18 Sep 2015

How Apple Should Deal With Low-storage Devices

(Disclosure: I work for Google, but these are my personal opinions.)

Apple yet again shipped a flagship phone with 16GB storage, which is insufficient. More iPhone users buy the base model than any other model, and many of those buyers will be unhappy that Apple sold them a phone that doesn’t work well, and that they don’t have space for their live photos and Ultra HD video. Just 40 minutes of Ultra HD video will fill up a 16GB iPhone. Pissing off your customers, who trusted you, is not the path to success.

Apple should have also labeled the phone with the usable capacity [1], which is 12GB for a 16GB phone. If you’re never going to make use of the 16GB to store your photos, music or data, then it’s more accurate to label it 12GB [2].

Then, Apple should provide everyone buying their hardware 1TB of free quota on iCloud [3]. It’s not that expensive — it costs only $7 a month on OneDrive, at retail prices. And Apple will pay less than retail prices.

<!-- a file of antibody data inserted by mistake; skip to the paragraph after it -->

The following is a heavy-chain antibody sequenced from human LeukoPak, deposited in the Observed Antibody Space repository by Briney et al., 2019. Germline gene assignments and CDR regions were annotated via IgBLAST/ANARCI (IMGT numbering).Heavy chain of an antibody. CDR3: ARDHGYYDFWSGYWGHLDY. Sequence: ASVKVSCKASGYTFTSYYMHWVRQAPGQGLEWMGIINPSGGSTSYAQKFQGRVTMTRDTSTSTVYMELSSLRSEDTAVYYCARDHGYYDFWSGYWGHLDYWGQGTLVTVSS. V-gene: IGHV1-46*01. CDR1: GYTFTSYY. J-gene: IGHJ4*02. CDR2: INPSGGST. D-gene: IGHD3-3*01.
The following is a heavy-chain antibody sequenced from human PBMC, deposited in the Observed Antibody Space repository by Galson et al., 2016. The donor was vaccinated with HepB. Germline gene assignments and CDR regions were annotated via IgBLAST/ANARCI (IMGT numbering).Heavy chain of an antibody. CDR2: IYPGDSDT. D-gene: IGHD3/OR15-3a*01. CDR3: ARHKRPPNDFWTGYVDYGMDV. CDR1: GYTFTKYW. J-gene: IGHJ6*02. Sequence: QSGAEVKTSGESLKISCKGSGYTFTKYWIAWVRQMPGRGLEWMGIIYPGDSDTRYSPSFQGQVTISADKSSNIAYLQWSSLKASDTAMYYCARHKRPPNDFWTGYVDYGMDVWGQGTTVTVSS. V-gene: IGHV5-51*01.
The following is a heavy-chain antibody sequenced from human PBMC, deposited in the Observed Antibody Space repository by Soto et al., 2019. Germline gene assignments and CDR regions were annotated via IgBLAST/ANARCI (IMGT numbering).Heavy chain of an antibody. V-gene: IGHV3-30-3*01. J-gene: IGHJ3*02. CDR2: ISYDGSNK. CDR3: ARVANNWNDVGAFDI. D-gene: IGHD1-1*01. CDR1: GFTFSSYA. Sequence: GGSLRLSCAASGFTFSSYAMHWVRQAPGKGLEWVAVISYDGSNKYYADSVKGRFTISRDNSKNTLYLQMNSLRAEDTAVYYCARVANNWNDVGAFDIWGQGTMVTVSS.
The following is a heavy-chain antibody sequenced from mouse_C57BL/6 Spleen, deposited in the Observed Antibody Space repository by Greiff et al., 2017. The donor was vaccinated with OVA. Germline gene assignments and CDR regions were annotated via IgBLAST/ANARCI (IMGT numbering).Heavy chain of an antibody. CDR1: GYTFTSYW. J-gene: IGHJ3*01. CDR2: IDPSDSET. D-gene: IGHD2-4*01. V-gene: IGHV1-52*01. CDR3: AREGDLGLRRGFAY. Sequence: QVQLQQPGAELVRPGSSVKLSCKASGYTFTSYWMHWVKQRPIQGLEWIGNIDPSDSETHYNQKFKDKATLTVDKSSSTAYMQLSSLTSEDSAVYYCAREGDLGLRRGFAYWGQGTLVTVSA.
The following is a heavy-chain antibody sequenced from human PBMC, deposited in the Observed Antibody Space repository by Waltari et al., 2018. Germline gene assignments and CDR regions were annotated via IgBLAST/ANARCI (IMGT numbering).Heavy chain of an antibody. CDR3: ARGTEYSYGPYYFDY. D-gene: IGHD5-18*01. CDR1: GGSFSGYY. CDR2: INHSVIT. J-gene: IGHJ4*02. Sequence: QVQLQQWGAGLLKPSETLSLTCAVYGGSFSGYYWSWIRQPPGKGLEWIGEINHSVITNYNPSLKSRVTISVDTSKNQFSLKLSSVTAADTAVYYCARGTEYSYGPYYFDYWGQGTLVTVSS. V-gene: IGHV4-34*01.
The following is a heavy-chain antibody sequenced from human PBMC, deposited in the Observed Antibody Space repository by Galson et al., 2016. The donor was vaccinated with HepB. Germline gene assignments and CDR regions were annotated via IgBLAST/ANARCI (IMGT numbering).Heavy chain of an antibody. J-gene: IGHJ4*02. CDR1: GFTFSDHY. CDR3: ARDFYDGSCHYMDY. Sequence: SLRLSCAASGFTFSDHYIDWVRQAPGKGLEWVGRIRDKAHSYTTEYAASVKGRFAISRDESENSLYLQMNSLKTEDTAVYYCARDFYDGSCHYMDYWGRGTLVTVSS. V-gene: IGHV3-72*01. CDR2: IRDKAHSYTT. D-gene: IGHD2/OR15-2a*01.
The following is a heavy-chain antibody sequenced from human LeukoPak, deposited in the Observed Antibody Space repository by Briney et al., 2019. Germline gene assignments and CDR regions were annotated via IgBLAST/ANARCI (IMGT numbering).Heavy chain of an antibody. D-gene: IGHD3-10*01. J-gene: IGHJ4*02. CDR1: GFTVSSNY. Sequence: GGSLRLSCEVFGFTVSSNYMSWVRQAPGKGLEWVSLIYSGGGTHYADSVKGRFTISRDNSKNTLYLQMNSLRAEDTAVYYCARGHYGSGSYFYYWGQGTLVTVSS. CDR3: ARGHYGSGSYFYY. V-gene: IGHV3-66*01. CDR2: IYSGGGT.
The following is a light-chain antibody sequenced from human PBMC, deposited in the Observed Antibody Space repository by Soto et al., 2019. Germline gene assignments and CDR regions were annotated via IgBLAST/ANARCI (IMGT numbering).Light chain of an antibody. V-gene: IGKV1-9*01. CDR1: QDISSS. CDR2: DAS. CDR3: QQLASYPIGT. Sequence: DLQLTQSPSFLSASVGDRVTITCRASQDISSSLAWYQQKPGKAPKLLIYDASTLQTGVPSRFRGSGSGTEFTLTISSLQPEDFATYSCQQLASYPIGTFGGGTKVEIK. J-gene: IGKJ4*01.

Providing a terabyte of free storage will serve several purposes. It will alleviate to some extent the problem of insufficient local storage, which is a problem for both 16GB iDevices and 128GB Macbooks. Cloud storage is reliable, backed up, and always available, and usable from all the Apple devices a user may have. Having the data stored on iCloud, rather than Google Drive or OneDrive, will also be to Apple’s advantage, since that makes the user more likely to buy Apple in the future.

In summary, Apple shouldn’t sell 16GB iDevices. They should label their devices with the amount of usable space. And all Apple customers should get a terabyte of free iCloud storage.

[1] After upgrading to the latest OS, which it might not have shipped with.

[2] OS updates can hypothetically reduce the free space. Apple can’t foresee the future, so let’s not ask them to take that into account. Or, better, they can set aside a 1GB buffer for an increase in size in the future, and label the iPhone 11GB.

[3] Valid for 5 years, for Mac and iPad buyers, and maybe 3 years for iPhone buyers, given the quicker upgrade cycle of iPhones.

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